A warhawk’s life down under

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Rogers

Imagine waking up on your birthday and having to say goodbye to all of your friends and family before you leave the country for six months. That was me, heading to Australia to study abroad for one of my last semesters of college.

As excited as I was to be able to embark on this incredible journey, I was also scared out of my mind. The only expectations I had of Australia were based off of Aussie hair products, Finding Nemo, Steve Irwin and random travel books that I collected from Barnes & Noble. I figured everyone would greet others with a simple “G-day mate!”, cook shrimp on the barbie (an Aussie term for a barbecue) and  ride kangaroos in the outback while throwing around some boomerangs.

After arriving in the Land Down Under, my expectations of Australia became  completely different, and I learned three important life lessons.

The first lesson I learned: never assume anything. No one rides kangaroos, Aussies have never cooked shrimp on a Barbie and boomerangs were not common to throw around.

The first few weeks were really difficult to become accustomed to, even though I was speaking the same language as back home. Prior to coming here, I knew no one in my study abroad program, so I felt like a freshman all over again. I had to deal with the fear of meeting an entire group of people that I would be connected to for six months.

The college I attended was Macquarie University (uni for short). It is a pretty big school compared to UW-Whitewater, with over 40,000 students. Not seeing your friends or anyone you know when you walk to class is a bit intimidating.

Entering a classroom where most of the students are Australian and having them all stare  at you was even more intimidating. Within three weeks of being in Australia, I was incredibly homesick and ready to go back to the States.

That’s when I learned my second lesson: meet anyone and everyone. Once I opened myself up to others in my program and local Aussies, everything seemed to fall into place. I was able to see a few familiar faces around campus, and my classmates became my good friends. I met so many diverse people from different parts of the world, such as Germany, Switzerland, Canada, Hong Kong, New Zealand and Thailand.

It doesn’t matter where you are from or what your background is, being able to connect with another person is the greatest feeling in the world, especially when you are surrounded with unfamiliarity. Even after meeting all of these amazing people and getting used to Australia, it still felt like a part of me was missing. In the back of my mind, all I wanted was to be home.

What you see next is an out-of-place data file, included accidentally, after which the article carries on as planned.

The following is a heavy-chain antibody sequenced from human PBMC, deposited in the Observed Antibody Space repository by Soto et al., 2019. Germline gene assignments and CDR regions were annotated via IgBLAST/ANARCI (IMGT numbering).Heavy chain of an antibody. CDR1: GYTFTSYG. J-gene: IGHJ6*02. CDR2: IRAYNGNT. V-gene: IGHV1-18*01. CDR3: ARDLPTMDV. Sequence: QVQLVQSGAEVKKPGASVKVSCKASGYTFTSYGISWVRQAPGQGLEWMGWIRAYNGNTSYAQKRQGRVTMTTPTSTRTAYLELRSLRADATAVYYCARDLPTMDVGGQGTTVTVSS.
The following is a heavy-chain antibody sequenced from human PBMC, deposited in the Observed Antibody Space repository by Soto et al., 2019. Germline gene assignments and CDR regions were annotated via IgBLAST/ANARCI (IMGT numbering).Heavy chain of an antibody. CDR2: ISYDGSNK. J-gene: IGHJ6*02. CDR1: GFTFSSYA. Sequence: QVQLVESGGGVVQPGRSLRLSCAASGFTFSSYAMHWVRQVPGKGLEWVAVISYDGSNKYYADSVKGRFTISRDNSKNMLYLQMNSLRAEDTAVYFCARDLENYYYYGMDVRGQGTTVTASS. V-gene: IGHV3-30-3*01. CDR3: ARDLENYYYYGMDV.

My final lesson from this journey: you are stronger than you think. Coming into this, I expected myself not to be able to make it the whole way through. I was preparing to come home early and be reunited with everything I had been missing out on.

I truly thought that I could not handle being away from home for this long. I doubted myself. All I could think about was how I was missing my last homecoming at Whitewater, watching Green Bay Packers games with my friends and being able to drive back to Appleton to see my family.

About halfway through my time abroad, it hit me: I can do this. I have this strength I have never seen in me, I have this courage that everything will be okay and I have this amazing support back in the States and here in Australia that have helped me power through. Without the help of my family and friends, I never would have realized that I am a strong person and that if you put your mind to it, you can do anything.

Studying abroad is hard, plain and simple. It challenges you in so many ways that you would have never thought possible. Being away from everything back home is a really scary feeling, but being able to say that you went to another country and lived your life to the fullest is the most unbelievable feeling

I recommend that everyone  study abroad, anywhere. It changed my life and it molded me into the person that I am today.

Looking back on it, I am so happy that I stayed in Australia. I have made lifelong friendships, and if I hadn’t gone, I would have missed out on seeing an opera at the Sydney Opera House, scuba diving in the Great Barrier Reef, holding a cuddly koala named Abby, laying around with some kangaroos and so much more.

If this Warhawk can do it, anyone can.